I was distinctly struck by the explanation of why purges are needed to remove the true believers. This was so apt to corporate layoffs in America that it took the top of my head off. The manipulated use of law, or defiance of same, is also so hugely expressed in our American judicial system whenever it pits individuals or employees against the large corporation. Americans have always put the premium on "order" over "law" in its policing services; and if you are in the wrong social or economic class, the law is often very cruel. The major difference is that there are career opportunities in the U.S., with decent pay and good pensions, so outright corruption is not the normal mode. But basically, the law in America has mutated to be in service of the elite, with a few public exceptions tossed out there in the media for public viewing to keep up old illusions.
Lastly, even if depicting people of Iraq, or of New York City, as opposed to Russia, the elaborations on personalities with lose/lose mental frameworks were intriguing. This is not me, but it certainly clarifies for me a good deal of confusion I have had with intimate individuals. When they cannot control others based on the controller's individual incapacities, or even lack of creative ideas, they turn to the collective for the same result. There are so many collectives in America, many under steeples, some under statehouse domes, some behind prison wire, and others in school buildings. Objectively, the author gets the main point right, which is laws recognizing private property are the final firewall, although these are eroding in America.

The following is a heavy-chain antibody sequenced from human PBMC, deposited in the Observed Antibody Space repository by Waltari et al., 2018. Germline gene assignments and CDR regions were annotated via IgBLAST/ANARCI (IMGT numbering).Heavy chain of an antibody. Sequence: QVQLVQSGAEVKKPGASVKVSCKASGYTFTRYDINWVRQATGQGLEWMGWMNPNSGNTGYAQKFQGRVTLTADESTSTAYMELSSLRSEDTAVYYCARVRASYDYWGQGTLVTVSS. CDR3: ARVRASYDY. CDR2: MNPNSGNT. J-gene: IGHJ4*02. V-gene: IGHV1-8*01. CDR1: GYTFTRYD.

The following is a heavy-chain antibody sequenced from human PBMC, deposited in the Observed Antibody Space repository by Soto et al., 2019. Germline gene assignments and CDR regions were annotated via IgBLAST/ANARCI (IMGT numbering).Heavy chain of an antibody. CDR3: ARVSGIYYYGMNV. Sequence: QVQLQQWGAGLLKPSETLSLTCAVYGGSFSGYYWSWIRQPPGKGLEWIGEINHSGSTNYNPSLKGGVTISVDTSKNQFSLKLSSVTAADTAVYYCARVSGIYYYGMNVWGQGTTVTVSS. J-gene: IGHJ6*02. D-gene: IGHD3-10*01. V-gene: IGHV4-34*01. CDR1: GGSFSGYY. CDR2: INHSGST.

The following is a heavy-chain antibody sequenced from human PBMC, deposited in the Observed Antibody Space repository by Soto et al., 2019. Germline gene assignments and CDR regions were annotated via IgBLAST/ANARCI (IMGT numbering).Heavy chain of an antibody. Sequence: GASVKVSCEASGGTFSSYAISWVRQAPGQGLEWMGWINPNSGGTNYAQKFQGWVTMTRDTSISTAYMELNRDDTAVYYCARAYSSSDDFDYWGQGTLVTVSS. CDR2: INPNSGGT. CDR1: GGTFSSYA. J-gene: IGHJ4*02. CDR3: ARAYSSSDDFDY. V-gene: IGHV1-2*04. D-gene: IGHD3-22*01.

Editorially, I had difficulty absorbing the author's repeated use of the word "envy." Reaching for a substitute, I think it taps into a history of insightful writing by others in the philosophical camp, as in Nietzsche, if one replaces this with the term "resentment" -- a more applicable term in my opinion.
Overall, this is an excellent book, and one I will be sure to insist my daughter reads when she returns from St. Petersburg and Moscow after studying there.
This book is a primer on what to be ready for when visiting/living in Russia. It explains the psyche of a great people and helps the reader understand the logic behind their actions (of course, not every Russian in general, but a lot).
The book is extremely easy to read as Mr. Maly writes for the reader of all backgrounds. He is honest, although I will say, being honest means sometimes being "politically incorrect" and you will encounter these moments in the book - the truth is sometimes hard to swallow. Bravo Mr. Maly on another monumental book - thank you!!!